LeSean McCoy and Delicia Cordon arrive at the NFL Honors awards show in February 2017. (John Salangsang/Invision for NFL/Associated Press)

LeSean McCoy of the Buffalo Bills has been sued by his ex-girlfriend, Delicia Cordon, who was the victim of a July home invasion in which she said she was robbed and assaulted. While not specifically accusing McCoy or a longtime associate named in the suit of having carried out the attack, Cordon blamed them for creating conditions at the residence that make them “liable for the assault, battery and intentional infliction of emotional distress” she suffered.

The lawsuit (via WKBW) claimed that McCoy and Tamarcus Porter, a former teammate at the University of Pittsburgh who reportedly has maintained a close relationship with the Pro Bowl running back, changed the security system at the home and did not share access to the new system with Cordon, leaving her “and her minor children defenseless in their own home.” Hours after it occurred, the incident attained widespread notice after a friend of Cordon’s posted a photo to social media, showing her with a battered face and accusing McCoy of being behind the attack, as well as of beating his son and dog and of taking performance-enhancing drugs.

In response, McCoy issued a statement describing “the totally baseless and offensive claims” made against him as “completely false,” while lawyers for Cordon followed that with a statement suggesting that a motive for the incident was McCoy’s desire to retrieve expensive pieces of jewelry he had given her. Police in the Atlanta suburb of Milton, Ga., where the incident took place, are still investigating, as is the NFL; no charges have been filed or suspects identified.

In the lawsuit, filed in Fulton County (Ga.) state court, Cordon’s lawyers painted a portrait of a “fairy-tale relationship” gone sour, at which point McCoy made it increasingly uncomfortable for her to stay in a home he had bought for her to live in. Porter also “sporadically occupied” a room there, and while she “did not feel comfortable with various men coming in and out of the home unannounced,” Cordon “tolerated this for the sake of the relationship.”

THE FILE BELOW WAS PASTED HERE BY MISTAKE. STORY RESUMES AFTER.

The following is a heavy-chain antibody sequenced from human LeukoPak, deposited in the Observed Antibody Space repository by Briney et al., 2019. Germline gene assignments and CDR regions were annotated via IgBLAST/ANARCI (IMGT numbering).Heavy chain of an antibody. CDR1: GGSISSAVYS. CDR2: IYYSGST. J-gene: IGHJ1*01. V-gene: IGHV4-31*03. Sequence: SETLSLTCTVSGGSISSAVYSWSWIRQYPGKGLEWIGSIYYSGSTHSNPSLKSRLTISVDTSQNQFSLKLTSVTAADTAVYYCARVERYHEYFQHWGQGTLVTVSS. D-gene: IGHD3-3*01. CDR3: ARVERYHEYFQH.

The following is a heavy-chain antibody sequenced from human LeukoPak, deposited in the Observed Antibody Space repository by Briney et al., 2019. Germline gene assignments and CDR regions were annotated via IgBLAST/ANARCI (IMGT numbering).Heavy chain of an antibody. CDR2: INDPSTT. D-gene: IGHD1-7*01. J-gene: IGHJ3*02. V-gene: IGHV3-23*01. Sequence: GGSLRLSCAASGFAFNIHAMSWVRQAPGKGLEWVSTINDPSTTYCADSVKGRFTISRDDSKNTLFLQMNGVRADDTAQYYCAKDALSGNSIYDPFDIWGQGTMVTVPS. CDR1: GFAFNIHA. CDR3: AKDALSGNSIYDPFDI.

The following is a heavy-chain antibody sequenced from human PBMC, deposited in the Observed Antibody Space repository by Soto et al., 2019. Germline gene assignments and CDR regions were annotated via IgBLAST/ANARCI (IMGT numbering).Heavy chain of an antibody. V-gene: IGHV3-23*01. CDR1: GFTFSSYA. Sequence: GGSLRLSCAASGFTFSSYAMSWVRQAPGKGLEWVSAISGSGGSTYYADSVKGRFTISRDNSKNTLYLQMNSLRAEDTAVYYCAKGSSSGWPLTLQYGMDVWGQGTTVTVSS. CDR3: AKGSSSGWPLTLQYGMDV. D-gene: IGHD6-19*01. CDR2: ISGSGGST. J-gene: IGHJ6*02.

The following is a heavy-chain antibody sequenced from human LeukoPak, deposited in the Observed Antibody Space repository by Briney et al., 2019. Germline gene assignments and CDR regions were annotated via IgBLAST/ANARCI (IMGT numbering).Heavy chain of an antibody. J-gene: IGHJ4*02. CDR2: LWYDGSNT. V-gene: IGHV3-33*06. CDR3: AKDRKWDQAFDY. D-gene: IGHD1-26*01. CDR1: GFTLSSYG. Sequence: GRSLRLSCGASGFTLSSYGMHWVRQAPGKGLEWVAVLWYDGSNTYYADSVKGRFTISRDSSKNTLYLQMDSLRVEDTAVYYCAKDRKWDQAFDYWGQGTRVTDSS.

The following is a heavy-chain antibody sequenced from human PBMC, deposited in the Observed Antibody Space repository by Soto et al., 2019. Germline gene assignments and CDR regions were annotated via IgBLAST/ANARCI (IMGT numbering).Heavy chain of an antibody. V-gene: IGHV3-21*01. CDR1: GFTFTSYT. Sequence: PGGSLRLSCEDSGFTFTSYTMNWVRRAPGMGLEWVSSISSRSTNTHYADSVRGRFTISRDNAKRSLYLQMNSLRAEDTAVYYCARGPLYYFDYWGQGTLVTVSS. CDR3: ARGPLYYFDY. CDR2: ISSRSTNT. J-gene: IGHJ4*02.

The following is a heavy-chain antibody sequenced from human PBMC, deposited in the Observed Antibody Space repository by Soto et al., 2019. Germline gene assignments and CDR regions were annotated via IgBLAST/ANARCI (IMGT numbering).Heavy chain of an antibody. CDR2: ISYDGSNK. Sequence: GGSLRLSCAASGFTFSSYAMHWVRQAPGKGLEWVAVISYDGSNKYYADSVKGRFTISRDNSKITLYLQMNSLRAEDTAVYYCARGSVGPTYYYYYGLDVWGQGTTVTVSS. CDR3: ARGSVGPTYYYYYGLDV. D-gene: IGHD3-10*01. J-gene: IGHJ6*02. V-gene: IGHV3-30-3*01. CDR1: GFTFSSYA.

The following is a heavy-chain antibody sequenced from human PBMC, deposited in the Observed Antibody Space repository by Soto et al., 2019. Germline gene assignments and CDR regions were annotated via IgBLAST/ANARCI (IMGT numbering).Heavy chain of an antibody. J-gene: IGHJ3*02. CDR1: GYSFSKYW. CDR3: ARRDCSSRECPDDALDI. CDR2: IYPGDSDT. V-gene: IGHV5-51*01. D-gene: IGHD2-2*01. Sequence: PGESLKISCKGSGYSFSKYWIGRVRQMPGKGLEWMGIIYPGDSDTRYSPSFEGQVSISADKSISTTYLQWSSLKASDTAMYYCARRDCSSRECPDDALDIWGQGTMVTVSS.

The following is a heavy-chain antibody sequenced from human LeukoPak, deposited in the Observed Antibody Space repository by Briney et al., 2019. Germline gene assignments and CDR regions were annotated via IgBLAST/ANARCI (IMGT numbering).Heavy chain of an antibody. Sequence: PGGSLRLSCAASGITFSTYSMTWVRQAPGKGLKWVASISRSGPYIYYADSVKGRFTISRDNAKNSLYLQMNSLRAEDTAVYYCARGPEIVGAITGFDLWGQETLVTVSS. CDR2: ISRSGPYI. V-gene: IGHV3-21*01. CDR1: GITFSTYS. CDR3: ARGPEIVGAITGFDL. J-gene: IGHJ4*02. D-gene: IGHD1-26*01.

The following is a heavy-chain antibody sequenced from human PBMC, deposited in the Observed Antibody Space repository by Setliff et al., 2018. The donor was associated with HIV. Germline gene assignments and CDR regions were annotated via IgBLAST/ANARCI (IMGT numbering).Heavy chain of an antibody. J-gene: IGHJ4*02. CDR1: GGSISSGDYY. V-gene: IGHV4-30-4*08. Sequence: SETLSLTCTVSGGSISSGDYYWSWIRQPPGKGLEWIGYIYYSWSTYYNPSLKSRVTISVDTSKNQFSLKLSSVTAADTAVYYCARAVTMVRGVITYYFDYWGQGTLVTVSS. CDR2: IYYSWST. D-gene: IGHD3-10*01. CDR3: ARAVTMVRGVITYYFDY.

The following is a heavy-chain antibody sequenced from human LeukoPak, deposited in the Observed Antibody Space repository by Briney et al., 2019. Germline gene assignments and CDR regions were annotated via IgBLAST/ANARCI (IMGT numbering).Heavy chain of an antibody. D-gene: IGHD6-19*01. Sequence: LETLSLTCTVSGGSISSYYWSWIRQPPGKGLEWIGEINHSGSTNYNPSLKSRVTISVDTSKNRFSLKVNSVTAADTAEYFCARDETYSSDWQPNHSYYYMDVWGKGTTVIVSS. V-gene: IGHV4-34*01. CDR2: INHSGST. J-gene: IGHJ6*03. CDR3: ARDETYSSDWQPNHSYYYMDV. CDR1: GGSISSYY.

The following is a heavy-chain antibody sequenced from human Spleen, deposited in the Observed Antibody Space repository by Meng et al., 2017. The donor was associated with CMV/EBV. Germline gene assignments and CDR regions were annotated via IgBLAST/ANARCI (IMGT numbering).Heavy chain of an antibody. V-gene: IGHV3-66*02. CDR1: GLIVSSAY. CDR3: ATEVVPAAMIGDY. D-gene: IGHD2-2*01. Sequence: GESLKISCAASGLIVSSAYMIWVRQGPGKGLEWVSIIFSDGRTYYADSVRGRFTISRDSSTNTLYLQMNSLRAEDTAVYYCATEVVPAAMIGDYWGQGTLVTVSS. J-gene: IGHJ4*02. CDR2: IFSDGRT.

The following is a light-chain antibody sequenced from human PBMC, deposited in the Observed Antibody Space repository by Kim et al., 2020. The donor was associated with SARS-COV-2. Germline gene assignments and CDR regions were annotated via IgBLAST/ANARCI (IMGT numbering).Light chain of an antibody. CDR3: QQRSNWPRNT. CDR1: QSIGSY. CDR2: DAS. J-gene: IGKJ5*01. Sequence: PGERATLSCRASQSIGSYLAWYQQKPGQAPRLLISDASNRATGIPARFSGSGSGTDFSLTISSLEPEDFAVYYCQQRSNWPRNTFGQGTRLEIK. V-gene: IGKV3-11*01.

Having moved into the home in October 2016, the lawsuit stated, Cordon found herself in the summer of 2017 arguing with McCoy over him “beating his dog and beating his son frequently, as well as other issues.” After a particularly intense argument in July 2017, Cordon was said to have left the home to visit a friend, at which point McCoy allegedly called police to evict her and “instructed Porter to begin to unlawfully remove [Cordon’s] personal belongings from the home,” Cordon alleges.

Those tensions died down, and Cordon and McCoy were even discussing an engagement in May 2018, per the lawsuit, before McCoy apparently again decided that he wanted her out of his life. Away from the home June 1, she was allegedly alerted via the home’s previous security system that Porter and others were removing her furniture, at which point she called police, who ordered them to put her belongings back inside, but the lawsuit claimed that about $13,000 worth of items of hers were not returned.

Over the next few days, the lawsuit stated, Porter changed the locks on the home, deactivated the security camera that was linked to Cordon’s cellphone and installed a new system to which she was not given access. Porter then allegedly let police know he “had access to cameras” that showed who was in the house and filed an “improper,” according to Cordon’s lawyer, eviction petition on behalf of McCoy that Cordon was able to quash.

The alleged invasion, which involved the theft of what was described as $133,000 in jewelry from Cordon, took place in the early hours of July 10, the day an eviction hearing was set to take place. That hearing was pushed back to Tuesday, but a lawyer for McCoy told the Atlanta Journal-Constitution that the proceedings will be a “formality” because Cordon has already vacated the home.

McCoy “breached his duty to use ordinary care to protect [Cordon] from dangerous activities being conducted” at the home, the lawsuit stated. Cordon is seeking unspecified damages in the suit, including punitive damages “without restriction or cap,” as well as the reimbursement of attorneys’ fees and other expenses.

The Associated Press reported Monday that a person familiar with the situation said the lawsuit would not affect McCoy’s status with the Bills. The 30-year-old is entering his fourth season with the team after leading Buffalo in rushing yards in each of his first three.

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